Teacher’s Pet: Mr. Austin Pidgeon ’07
By Gabe Morrison ’17
Mr Olson’s previous question: Would you rather rather sing a love song to someone you hate, or a hate song to someone to love?
I think I would much rather sing a love song to someone I hate.
It would be ironic, and maybe it would help us get over our differences.
Is your perspective different now as a teacher than when you were a student?
I would say Brophy isn’t that much different to me. Obviously the iPads in every class is a little bit different, but the student body, the culture, the way things work, that doesn’t seem different to me at all. But the perspective is certainly different.
How did you decide to come back to Brophy to teach?
I thought about teaching when I was a student here. That was a consideration, and I’m not even sure why, I mean if you look at me now I’m teaching guitar, I’m teaching English, and I’m coaching basketball. So there are not many professions where you get to… work with your three greatest interests, and the high school teacher role is one of those unique professions where I can do that.
So you went to a Jesuit University?
Yes, Santa Clara, “the Harvard of the west,” as Mr. (Seamus) Walsh would say.
Did you have any experience with non-Jesuit Education?
I did… My graduate program was a public program at California State University, and one of the main reasons why I went there was because I knew I wanted to be a teacher, and I had only gone to Catholic or Jesuit schools, and I thought that’s a very narrow perspective. That’s one of the things we teach, to go out and understand different perspectives. So I wanted that experience to see what is a public school like even though it was a university and a graduate program… Going there, as much as I loved the school and some of my professors and the work I was doing, and San Francisco was just a wonderful place, it made me appreciate private schools and Jesuit schools in particular so much more.
What are your big hobbies other than guitar and basketball?
Big hobbies are reading, writing, playing basketball and playing music. So I get to do those every day so my life is pretty good at the moment. Other than that, crate digging… like digging through crates of old records… I’m a huge Suns fan; I’m a huge Chelsea FC (Football Club) fan.
Other than The Ukulele Club, do you moderate other clubs?
The BLAM stuff I’m going to do this year. Any opportunity to hang out with and learn from Mr. (John) Damaso ’97 is one I will take… I don’t know first year is tough… that idea of overcommitting is scary to me right now. But I mean would love to be able to participate in all the stuff: the retreats, the Kairos, the Magis, the immersion trips. I went on an immersion trip to El Salvador when I was a student here and that was pretty impactful, and I did Magis and Kairos so I got all of those experiences. I would love to come back and do that.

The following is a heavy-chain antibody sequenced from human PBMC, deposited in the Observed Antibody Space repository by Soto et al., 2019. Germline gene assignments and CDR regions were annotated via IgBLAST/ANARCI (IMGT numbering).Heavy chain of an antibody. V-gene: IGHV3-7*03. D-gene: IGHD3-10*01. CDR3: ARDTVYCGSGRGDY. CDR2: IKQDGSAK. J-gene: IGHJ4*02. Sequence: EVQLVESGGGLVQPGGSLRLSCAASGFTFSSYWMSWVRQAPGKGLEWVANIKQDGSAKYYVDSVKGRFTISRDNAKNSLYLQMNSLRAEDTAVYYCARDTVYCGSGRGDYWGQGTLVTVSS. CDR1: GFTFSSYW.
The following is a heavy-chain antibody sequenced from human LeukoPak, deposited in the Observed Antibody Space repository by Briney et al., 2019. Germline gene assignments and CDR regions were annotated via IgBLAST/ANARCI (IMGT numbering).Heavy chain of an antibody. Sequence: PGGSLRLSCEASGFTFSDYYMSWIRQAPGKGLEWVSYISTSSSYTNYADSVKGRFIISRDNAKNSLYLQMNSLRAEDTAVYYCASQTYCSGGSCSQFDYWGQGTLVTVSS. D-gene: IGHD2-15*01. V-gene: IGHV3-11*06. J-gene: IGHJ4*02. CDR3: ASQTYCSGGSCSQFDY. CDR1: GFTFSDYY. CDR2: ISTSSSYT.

Is there a different perspective on overcommitting, like as a teacher you have a responsibility to do these things where as a kid you could drop out? Is there a difference from your side?
I wouldn’t say you would just want to easily drop out. I would say two things. When you overcommit like that, when you really put your hand in all these pots, there is a tendency to either just get stressed out because you’re doing so much or to feel that “well my focus isn’t 100 percent on this thing, so I’m not as good at it.” Like an athlete… who comes to Brophy as a freshman who plays football, basketball and baseball, and then decides I want to be the best baseball player I can be, so I’m not going to play football and I’m not going to play basketball, I’m only going to play baseball. I think that’s disappointing as high school students, because more than likely, that kid is not going into the MLB, and he’s sacrificing a great experience football and a great experience playing basketball. So that is my defense for “yes you should overcommit, even if it stresses you out.”…The more you put yourself out there, the more likely you are to gain something, to earn some reward.
Do you have regrets… or is there any club you wish you had done at Brophy as a student.
No, I don’t have any regrets from Brophy. One of my proudest moments was, I was going through a yearbook after it came out in our Senior Year yearbook. And every single individual in our class, I knew, and knew personally, had some personal experience with. So that was cool to me. I mean I know some people have small groups of friends for whatever reason, not that that is a terrible thing, but I felt like I had done what I just said. I had put myself out there, and I got a lot out of that and I am thankful for that.
Would you like to pose a question for the next faculty:
Would you rather tandem bike with Mr. Tom Danforth ’78 or wrestle with Mr. Chris Agliano?